The U.S. Attorney for the Southern District of New York has charged Turkish state-owned bank Halkbank (formally known as Türkiye Halk Bankasi A.S.) with money laundering, bank fraud and sanctions offenses under the International Emergency Economic Powers Act, or IEEPA, arising from the Bank’s alleged involvement in a multibillion-dollar scheme to evade U.S. sanctions on Iran. As alleged in the six-count indictment, senior officials at Halkbank designed and executed the Bank’s systemic and illicit movement of Iranian oil revenue moving through the Bank to give Iran access to the funds. This case is an extension of prosecutions initiated in late 2017 against nine individual defendants in the scheme, including bank employees and the former Turkish Minister of the Economy.
Continue Reading DOJ Charges Turkish State-Owned Halkbank With Money Laundering, Fraud, and Iran-Related Sanctions Offenses

The United States continues to be plagued by mass shootings, which appear to be increasing in both frequency and lethality.  Certain businesses have reacted by adjusting their business models, such as the recent decision by mega-retailer WalMart to stop selling some — but not all — types of ammunition.  Likewise, some financial institutions

On August 21, 2019, FinCEN issued an advisory (the “Advisory”) alerting financial institutions to various financial schemes and mechanisms employed by fentanyl and synthetic opioid traffickers to facilitate the illegal fentanyl trade and launder its proceeds.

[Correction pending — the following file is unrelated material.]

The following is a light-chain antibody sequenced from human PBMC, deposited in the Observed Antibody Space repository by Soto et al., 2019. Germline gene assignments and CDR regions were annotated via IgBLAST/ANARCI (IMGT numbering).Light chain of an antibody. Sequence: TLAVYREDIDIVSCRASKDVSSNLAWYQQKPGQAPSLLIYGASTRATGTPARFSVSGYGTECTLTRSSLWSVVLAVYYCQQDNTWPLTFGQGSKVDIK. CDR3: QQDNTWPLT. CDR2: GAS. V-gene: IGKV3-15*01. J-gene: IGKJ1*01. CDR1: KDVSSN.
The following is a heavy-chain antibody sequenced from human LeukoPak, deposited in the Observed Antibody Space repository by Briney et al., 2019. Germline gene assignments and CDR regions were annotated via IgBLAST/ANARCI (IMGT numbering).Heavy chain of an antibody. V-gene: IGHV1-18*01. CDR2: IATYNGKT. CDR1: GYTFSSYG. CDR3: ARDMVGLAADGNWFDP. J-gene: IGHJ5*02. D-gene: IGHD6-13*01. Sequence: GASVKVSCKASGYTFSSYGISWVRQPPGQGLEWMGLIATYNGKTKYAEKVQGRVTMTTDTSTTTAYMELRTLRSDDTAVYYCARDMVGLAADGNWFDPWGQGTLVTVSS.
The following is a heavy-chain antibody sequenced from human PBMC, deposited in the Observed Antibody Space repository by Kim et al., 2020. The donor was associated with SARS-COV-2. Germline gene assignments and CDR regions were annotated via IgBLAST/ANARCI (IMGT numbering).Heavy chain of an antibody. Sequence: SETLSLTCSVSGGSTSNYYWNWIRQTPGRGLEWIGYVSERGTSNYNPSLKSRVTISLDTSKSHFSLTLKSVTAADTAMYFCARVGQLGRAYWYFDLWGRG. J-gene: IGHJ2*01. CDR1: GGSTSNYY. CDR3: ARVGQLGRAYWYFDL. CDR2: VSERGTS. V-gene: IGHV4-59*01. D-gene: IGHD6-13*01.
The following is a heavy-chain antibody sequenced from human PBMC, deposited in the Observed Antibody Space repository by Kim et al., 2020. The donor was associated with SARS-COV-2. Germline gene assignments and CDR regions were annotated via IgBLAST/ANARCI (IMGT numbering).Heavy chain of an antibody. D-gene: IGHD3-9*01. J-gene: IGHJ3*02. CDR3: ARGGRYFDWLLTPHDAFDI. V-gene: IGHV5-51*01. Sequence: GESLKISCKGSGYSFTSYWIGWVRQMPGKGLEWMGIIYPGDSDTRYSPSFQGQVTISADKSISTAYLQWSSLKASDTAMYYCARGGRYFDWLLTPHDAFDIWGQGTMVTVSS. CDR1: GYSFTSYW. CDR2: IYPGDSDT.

As defined by the Centers for Disease Control and Prevention (“CDC”), “fentanyl is a synthetic (man-made) opioid 50 times more potent than heroin and 100 times more potent that morphine.” In 2017, more than 28,000 deaths involving fentanyl and other synthetic opioid occurred in the United States. As noted in the Advisory, fentanyl traffics in the United States from two principal sources: from China by U.S. individuals for personal consumption or domestic distribution or from Mexico by transnational criminal organizations (“TCOs”) and other criminal networks. In turn, these trades are funded through a number of mechanisms, including: purchases from a foreign source made using money servICES businesses (“MSBs”), bank transfers or online payment processors; purchases from a foreign source made using convertible virtual currency (“CVC”); purchases from a domestic source made using MSBs, online payment processors, CVC or person-to-person cash sales.

Recognizing fentanyl traffickers’ modus operandi is critical to detecting and preventing these illicit transactions. Thus, the Advisory provides detailed illustrations of each of the above-identified forms of transaction in order to assist financial institutions to detect and prevent facilitating fentanyl trafficking.
Continue Reading FinCEN Advisory Highlights Money Laundering Risks Related to Fentanyl Trafficking